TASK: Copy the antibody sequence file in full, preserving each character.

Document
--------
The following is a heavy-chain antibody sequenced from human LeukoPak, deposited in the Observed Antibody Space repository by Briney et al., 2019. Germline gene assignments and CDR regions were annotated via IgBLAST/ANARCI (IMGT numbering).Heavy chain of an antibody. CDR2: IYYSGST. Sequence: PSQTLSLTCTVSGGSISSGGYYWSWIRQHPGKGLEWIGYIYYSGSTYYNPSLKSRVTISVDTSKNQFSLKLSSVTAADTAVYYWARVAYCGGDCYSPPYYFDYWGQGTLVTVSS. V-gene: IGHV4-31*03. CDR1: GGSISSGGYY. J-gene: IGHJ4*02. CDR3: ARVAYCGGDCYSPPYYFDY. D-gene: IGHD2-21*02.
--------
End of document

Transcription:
The following is a heavy-chain antibody sequenced from human LeukoPak, deposited in the Observed Antibody Space repository by Briney et al., 2019. Germline gene assignments and CDR regions were annotated via IgBLAST/ANARCI (IMGT numbering).Heavy chain of an antibody. CDR2: IYYSGST. Sequence: PSQTLSLTCTVSGGSISSGGYYWSWIRQHPGKGLEWIGYIYYSGSTYYNPSLKSRVTISVDTSKNQFSLKLSSVTAADTAVYYWARVAYCGGDCYSPPYYFDYWGQGTLVTVSS. V-gene: IGHV4-31*03. CDR1: GGSISSGGYY. J-gene: IGHJ4*02. CDR3: ARVAYCGGDCYSPPYYFDY. D-gene: IGHD2-21*02.